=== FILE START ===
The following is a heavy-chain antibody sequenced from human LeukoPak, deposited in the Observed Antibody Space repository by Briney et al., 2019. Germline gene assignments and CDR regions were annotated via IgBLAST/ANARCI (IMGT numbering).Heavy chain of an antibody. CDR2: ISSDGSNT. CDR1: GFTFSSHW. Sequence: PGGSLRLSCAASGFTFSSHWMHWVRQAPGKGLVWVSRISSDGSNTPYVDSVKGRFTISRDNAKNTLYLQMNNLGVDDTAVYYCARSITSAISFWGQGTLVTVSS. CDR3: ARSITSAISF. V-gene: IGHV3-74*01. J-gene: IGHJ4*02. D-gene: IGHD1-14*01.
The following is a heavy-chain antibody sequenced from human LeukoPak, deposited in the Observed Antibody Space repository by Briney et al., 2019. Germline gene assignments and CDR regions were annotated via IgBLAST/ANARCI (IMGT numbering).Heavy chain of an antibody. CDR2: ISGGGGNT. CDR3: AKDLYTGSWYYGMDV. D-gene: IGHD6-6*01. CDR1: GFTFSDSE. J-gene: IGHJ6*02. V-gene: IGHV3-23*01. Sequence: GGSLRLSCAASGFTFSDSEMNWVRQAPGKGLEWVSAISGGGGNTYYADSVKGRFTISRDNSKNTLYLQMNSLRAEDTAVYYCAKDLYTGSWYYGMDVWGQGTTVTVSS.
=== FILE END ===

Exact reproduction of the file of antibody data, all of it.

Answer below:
The following is a heavy-chain antibody sequenced from human LeukoPak, deposited in the Observed Antibody Space repository by Briney et al., 2019. Germline gene assignments and CDR regions were annotated via IgBLAST/ANARCI (IMGT numbering).Heavy chain of an antibody. CDR2: ISSDGSNT. CDR1: GFTFSSHW. Sequence: PGGSLRLSCAASGFTFSSHWMHWVRQAPGKGLVWVSRISSDGSNTPYVDSVKGRFTISRDNAKNTLYLQMNNLGVDDTAVYYCARSITSAISFWGQGTLVTVSS. CDR3: ARSITSAISF. V-gene: IGHV3-74*01. J-gene: IGHJ4*02. D-gene: IGHD1-14*01.
The following is a heavy-chain antibody sequenced from human LeukoPak, deposited in the Observed Antibody Space repository by Briney et al., 2019. Germline gene assignments and CDR regions were annotated via IgBLAST/ANARCI (IMGT numbering).Heavy chain of an antibody. CDR2: ISGGGGNT. CDR3: AKDLYTGSWYYGMDV. D-gene: IGHD6-6*01. CDR1: GFTFSDSE. J-gene: IGHJ6*02. V-gene: IGHV3-23*01. Sequence: GGSLRLSCAASGFTFSDSEMNWVRQAPGKGLEWVSAISGGGGNTYYADSVKGRFTISRDNSKNTLYLQMNSLRAEDTAVYYCAKDLYTGSWYYGMDVWGQGTTVTVSS.